A man who can hear his eyeballs move and his heart beat, and finds the sound of his own chewing deafening, has been diagnosed with superior canal dehiscence syndrome. The rare condition, which was unknown until ten years ago is caused by a tiny hole in the temporal bone of the skull. Fluid from the semicircular canals of the inner ear leaks into the brain and conducts internal sounds.
UK based Stephen Mabbutt first experienced autophony, one of the symptoms of the syndrome in 2005. Over six years the condition worsened as other bodily noises joined in.
“I was sitting quietly alone in the house one evening, and I suddenly heard this quite loud scratchy noise, like sandpaper being rubbed on wood,” Mr Mabbutt said.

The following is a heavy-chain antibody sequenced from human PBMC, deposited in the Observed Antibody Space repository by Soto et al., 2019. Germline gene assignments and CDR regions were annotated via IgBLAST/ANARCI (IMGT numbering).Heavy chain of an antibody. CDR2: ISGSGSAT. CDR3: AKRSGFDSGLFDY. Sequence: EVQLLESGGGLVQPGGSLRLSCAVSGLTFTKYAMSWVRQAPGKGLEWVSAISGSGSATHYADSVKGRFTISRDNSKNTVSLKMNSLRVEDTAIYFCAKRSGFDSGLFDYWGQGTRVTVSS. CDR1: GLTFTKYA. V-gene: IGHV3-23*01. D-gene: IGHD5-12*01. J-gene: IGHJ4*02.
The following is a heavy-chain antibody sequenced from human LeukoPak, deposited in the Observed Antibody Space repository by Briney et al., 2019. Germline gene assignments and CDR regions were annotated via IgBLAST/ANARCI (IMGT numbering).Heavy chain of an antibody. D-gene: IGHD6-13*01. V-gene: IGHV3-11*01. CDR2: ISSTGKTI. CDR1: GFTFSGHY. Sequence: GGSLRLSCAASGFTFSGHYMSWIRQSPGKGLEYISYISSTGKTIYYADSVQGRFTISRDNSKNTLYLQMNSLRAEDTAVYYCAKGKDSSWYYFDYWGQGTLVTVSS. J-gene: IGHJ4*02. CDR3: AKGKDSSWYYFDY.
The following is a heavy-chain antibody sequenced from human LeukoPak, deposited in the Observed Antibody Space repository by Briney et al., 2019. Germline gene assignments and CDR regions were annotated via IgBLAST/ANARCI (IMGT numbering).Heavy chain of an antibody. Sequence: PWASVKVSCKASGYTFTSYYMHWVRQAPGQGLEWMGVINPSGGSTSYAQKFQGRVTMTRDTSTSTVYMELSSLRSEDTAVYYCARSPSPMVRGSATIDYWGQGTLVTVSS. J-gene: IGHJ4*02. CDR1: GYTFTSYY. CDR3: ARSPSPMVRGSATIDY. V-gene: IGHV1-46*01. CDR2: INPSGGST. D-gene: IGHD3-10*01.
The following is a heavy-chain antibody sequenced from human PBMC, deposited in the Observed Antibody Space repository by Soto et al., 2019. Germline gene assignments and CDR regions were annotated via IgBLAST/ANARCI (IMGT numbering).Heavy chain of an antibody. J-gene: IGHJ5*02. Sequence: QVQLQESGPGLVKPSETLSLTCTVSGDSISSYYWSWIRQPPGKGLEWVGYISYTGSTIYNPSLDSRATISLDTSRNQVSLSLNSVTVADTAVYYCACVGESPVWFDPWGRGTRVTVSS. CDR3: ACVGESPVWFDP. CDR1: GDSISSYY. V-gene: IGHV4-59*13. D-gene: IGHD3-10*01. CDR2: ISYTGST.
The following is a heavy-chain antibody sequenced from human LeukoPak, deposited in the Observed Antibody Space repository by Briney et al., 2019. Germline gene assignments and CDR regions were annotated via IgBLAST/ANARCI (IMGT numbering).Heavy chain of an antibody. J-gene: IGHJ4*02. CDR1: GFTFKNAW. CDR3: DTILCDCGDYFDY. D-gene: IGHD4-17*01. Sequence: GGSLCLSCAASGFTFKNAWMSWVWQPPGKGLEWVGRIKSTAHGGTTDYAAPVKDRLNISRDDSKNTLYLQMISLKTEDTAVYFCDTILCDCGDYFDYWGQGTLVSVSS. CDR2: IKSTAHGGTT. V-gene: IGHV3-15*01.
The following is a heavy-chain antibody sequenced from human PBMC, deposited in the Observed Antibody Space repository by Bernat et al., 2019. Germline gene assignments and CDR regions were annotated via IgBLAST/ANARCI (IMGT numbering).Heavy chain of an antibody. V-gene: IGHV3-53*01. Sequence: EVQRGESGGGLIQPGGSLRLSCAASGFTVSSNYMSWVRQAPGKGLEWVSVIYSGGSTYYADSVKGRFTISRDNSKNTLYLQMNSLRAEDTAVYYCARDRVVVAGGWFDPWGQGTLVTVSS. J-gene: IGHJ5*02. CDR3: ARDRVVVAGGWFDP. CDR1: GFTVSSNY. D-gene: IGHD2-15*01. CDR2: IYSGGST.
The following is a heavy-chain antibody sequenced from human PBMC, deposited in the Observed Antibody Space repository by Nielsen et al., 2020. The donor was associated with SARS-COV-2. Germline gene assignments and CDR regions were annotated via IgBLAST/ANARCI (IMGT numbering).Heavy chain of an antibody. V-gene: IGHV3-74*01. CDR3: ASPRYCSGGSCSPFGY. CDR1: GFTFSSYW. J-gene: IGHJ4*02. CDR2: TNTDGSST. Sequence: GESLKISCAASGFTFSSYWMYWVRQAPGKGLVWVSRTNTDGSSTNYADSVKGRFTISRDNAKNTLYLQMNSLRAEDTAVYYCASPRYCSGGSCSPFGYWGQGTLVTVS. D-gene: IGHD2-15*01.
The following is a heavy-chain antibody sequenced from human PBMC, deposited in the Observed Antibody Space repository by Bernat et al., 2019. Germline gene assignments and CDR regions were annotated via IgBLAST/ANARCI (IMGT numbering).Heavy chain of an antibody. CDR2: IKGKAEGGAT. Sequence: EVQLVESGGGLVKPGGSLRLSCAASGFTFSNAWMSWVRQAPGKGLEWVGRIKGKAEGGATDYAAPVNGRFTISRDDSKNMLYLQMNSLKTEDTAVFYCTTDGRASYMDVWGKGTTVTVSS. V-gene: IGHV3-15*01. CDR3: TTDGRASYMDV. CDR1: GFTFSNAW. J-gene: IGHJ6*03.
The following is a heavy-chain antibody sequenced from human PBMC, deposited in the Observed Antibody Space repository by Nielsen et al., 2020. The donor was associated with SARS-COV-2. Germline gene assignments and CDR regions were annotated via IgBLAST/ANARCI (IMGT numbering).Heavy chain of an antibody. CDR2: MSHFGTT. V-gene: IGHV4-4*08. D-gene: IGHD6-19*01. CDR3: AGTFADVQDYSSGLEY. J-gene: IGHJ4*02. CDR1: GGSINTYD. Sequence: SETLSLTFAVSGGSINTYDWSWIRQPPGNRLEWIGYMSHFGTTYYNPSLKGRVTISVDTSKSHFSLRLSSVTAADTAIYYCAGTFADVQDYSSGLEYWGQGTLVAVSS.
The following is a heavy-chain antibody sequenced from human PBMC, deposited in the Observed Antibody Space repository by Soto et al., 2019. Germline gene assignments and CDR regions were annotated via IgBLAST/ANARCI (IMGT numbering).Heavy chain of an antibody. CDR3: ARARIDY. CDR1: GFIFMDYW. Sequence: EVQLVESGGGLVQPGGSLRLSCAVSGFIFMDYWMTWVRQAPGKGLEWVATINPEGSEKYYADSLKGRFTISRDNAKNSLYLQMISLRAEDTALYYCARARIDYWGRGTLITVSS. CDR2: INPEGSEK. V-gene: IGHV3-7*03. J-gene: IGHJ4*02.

“I was quite alarmed and looked around, wondering what it was. Then I noticed the noise came every time I moved my eyes. I started to think I was going mad.”
He added, “The first symptoms appeared around 2005. I found if I raised my voice, I’d get a vibration in my head. If I was eating a bag of crisps, the crunching noise drowned out people speaking. Then I found I would be hearing my heartbeat.” Mr Mabbutt underwent an operation that cured the problem.